At a recent meeting of the United States Agricultural Society, as noticed by us in our last number, Mr. Leonard Wray, an English gentleman who has seen considerable of the world, having lived for several years in the East Indies and in South Africa, brought up the subject of the African Impliee. This plant resembles the Chinese sugar cane, and he asserts that it is the parent of the latter, having been caried by the Portuguese, in the palmy days of their kingdom, from Africa to China, and there cultivated. While living in Port Natal, he found it growing wild around the huts and in the fields of the Kaffirs, (who merely sucked it for its sweet taste) and was induced to try a series of experiments with its juice, as he thought-it might yield sugar. In this he was successful, and collecting a considerable amount of seed, he then sailed to Europe, being convinced that it could be cultivated in temperate climates, and sugar raised profitably from it. In France he obtained a silver medal, at the Exposition Universelle, for the specimen of his sugar and cane seed ; and at the Invitation of Governor Hammond of South Garolina, he came to the United States, in April last year. All the seed of the Imphee which he brought with him was planted on the Governor's plantation, and from choice selections about four hundred bushels of new seed have been saved. In a letter recently written by Governor Hammond— who is a thorough and enterprising agriculturist—he says, " I think this seed well worth distributing. They produce a sugar cane at least equal to the Sorgho in all respects, and some of them are twice the size. I am inclined to think, we shall ultimately find several of them (ripening at different periods) superseding the Sorgho altogether. I plant this year (1858) 60 acres, 4 of Sorgho, the remainder of Imphee." We really hope that the Imphee is a superior sugar producing plant, and that either from it, or the Sorgho, sugar may be manufactured with profit. We caution our farmers, however, in every section of our country, not to get so excited on the subject as to enter upon the very extensive cultivation of these plants, in the hopes of making .fortunes by engaging largely in their culture—let them be generally but not too extensively cultivated. If these plants are adapted to our varying climates, and if sugar can be made from them so as to be soldat remunerating prices, steady and cautious experiments will be more likely t* estabeh their success than hasty and excited efforts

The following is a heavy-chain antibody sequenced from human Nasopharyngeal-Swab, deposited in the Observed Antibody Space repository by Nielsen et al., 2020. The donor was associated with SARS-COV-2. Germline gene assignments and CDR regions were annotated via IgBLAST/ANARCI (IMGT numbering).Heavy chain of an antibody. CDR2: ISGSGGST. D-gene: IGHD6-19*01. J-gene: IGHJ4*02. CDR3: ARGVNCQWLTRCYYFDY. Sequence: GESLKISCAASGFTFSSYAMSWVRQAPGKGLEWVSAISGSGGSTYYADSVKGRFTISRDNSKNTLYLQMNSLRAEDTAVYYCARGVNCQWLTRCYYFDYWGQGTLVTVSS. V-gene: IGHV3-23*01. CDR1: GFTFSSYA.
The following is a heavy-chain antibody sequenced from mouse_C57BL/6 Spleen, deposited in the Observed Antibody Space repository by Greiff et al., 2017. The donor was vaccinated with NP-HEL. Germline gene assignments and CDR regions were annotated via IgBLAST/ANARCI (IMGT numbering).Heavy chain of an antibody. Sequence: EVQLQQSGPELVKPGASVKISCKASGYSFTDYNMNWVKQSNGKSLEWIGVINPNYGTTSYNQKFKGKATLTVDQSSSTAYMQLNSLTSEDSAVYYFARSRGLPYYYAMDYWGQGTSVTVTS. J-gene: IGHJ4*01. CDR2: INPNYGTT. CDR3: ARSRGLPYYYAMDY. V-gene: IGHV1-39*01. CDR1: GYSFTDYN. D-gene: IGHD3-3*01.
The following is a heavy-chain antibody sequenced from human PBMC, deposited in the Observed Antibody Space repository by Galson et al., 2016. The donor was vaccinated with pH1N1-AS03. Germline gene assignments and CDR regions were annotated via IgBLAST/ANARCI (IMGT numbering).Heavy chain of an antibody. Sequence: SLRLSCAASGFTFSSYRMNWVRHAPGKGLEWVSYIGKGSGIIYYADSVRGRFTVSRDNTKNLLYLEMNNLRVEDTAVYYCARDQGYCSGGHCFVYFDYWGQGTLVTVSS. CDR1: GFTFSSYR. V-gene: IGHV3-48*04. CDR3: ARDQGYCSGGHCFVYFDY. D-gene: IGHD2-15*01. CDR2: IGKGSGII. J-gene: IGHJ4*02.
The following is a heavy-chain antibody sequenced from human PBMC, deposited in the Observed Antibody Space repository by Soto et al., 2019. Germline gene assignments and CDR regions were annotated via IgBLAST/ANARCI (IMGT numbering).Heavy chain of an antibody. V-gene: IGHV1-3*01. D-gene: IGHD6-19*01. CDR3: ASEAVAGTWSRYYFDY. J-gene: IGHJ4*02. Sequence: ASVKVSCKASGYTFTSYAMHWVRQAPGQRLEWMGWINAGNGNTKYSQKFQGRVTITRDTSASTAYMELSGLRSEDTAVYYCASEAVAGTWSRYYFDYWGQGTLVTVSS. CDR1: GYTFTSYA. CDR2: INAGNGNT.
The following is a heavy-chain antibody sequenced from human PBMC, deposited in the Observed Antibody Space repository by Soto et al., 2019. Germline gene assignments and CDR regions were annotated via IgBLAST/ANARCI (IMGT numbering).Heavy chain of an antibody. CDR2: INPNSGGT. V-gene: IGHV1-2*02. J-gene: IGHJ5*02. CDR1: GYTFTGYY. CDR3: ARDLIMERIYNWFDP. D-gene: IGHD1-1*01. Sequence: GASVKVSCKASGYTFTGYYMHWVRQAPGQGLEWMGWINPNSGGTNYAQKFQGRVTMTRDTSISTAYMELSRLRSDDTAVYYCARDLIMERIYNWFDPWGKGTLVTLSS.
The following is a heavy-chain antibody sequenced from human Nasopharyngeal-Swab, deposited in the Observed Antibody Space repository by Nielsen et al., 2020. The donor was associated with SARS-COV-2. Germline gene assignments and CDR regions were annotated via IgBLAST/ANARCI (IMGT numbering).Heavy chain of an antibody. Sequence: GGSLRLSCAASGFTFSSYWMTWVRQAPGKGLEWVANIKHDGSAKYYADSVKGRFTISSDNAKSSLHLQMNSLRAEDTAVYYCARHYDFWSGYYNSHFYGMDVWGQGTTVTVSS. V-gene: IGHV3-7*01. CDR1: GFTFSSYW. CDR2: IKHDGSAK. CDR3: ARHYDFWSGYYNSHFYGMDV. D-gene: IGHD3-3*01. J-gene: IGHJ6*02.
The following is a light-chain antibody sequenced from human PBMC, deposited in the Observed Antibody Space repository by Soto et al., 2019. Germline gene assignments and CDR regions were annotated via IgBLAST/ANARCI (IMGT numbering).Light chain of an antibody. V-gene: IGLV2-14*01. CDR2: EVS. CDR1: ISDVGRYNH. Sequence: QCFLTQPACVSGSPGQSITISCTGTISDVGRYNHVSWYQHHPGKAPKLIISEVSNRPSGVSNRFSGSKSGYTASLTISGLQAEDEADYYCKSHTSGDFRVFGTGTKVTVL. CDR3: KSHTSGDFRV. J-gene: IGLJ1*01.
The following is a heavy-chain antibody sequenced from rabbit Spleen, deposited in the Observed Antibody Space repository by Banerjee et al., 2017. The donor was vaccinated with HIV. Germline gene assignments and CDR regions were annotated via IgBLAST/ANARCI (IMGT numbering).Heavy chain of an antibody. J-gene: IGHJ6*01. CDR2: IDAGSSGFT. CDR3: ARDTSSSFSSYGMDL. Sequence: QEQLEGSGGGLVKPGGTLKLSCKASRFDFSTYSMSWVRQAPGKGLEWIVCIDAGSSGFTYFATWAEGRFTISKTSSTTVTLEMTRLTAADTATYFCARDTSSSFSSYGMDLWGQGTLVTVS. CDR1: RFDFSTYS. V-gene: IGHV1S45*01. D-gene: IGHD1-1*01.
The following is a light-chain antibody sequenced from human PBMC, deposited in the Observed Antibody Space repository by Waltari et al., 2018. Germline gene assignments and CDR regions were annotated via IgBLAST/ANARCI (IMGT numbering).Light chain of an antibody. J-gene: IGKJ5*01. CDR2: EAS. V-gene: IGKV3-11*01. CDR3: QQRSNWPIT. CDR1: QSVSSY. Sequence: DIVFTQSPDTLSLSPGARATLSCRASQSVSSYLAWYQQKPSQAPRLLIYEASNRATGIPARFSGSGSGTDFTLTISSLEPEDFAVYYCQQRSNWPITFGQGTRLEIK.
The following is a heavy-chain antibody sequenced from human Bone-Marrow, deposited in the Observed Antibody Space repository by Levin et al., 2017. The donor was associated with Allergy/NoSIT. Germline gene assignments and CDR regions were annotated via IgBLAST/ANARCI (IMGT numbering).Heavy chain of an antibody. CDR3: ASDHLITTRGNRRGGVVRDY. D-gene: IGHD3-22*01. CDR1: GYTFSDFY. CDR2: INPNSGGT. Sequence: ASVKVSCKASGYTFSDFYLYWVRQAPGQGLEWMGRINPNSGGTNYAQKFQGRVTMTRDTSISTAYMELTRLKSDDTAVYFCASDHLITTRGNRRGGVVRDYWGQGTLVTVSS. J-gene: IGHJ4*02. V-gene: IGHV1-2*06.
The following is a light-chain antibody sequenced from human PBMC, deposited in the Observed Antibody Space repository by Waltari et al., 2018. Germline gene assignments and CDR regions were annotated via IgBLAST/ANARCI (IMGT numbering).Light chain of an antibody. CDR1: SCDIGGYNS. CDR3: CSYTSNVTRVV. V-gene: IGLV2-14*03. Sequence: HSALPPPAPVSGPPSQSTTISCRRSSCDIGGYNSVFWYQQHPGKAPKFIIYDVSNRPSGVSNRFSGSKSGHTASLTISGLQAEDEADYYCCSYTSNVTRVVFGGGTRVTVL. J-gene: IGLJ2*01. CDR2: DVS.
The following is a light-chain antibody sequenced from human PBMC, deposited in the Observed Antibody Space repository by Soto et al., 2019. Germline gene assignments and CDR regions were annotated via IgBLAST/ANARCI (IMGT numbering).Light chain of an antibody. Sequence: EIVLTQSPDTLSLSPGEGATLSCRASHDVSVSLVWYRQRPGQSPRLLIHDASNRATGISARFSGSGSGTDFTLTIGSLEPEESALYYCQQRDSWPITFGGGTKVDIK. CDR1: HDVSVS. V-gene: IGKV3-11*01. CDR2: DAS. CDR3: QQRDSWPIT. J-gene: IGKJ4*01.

This article was originally published with the title "Sugar Canes and African Imphee"